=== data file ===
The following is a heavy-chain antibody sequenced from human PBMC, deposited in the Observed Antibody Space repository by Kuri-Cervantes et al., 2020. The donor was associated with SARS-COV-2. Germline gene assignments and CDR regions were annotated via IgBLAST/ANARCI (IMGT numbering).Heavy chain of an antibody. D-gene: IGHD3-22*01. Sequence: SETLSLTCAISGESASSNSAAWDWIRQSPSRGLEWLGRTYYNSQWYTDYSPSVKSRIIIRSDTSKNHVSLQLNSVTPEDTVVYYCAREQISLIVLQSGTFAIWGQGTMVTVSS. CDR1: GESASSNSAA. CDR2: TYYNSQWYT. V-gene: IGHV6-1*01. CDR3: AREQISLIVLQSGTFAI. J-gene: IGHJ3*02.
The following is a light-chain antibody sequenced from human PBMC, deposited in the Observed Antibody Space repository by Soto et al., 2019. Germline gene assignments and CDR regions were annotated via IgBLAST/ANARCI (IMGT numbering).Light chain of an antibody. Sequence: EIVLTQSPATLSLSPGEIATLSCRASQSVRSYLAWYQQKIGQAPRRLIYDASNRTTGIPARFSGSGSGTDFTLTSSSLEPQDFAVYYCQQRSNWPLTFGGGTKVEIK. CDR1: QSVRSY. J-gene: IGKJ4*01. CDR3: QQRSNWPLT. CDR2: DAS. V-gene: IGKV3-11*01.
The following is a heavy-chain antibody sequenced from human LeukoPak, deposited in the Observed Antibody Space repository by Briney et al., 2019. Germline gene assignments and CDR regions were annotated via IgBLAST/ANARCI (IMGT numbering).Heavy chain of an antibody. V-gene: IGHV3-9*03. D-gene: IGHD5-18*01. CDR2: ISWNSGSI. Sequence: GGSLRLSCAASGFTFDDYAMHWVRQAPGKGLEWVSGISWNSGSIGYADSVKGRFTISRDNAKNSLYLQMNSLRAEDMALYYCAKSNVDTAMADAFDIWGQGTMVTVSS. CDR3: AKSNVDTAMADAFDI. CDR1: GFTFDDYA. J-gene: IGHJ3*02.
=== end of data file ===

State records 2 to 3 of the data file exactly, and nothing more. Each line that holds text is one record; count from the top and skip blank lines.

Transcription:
The following is a light-chain antibody sequenced from human PBMC, deposited in the Observed Antibody Space repository by Soto et al., 2019. Germline gene assignments and CDR regions were annotated via IgBLAST/ANARCI (IMGT numbering).Light chain of an antibody. Sequence: EIVLTQSPATLSLSPGEIATLSCRASQSVRSYLAWYQQKIGQAPRRLIYDASNRTTGIPARFSGSGSGTDFTLTSSSLEPQDFAVYYCQQRSNWPLTFGGGTKVEIK. CDR1: QSVRSY. J-gene: IGKJ4*01. CDR3: QQRSNWPLT. CDR2: DAS. V-gene: IGKV3-11*01.
The following is a heavy-chain antibody sequenced from human LeukoPak, deposited in the Observed Antibody Space repository by Briney et al., 2019. Germline gene assignments and CDR regions were annotated via IgBLAST/ANARCI (IMGT numbering).Heavy chain of an antibody. V-gene: IGHV3-9*03. D-gene: IGHD5-18*01. CDR2: ISWNSGSI. Sequence: GGSLRLSCAASGFTFDDYAMHWVRQAPGKGLEWVSGISWNSGSIGYADSVKGRFTISRDNAKNSLYLQMNSLRAEDMALYYCAKSNVDTAMADAFDIWGQGTMVTVSS. CDR3: AKSNVDTAMADAFDI. CDR1: GFTFDDYA. J-gene: IGHJ3*02.